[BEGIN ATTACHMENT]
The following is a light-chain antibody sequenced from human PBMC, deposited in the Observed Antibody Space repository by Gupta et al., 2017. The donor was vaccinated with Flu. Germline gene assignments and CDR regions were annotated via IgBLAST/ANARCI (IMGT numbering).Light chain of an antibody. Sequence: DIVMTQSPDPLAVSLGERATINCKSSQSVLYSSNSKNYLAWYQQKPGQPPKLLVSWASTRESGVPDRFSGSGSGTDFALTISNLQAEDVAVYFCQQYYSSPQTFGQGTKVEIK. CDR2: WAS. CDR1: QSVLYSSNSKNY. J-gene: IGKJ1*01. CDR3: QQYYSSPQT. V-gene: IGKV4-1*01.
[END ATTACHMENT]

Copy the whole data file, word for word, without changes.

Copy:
The following is a light-chain antibody sequenced from human PBMC, deposited in the Observed Antibody Space repository by Gupta et al., 2017. The donor was vaccinated with Flu. Germline gene assignments and CDR regions were annotated via IgBLAST/ANARCI (IMGT numbering).Light chain of an antibody. Sequence: DIVMTQSPDPLAVSLGERATINCKSSQSVLYSSNSKNYLAWYQQKPGQPPKLLVSWASTRESGVPDRFSGSGSGTDFALTISNLQAEDVAVYFCQQYYSSPQTFGQGTKVEIK. CDR2: WAS. CDR1: QSVLYSSNSKNY. J-gene: IGKJ1*01. CDR3: QQYYSSPQT. V-gene: IGKV4-1*01.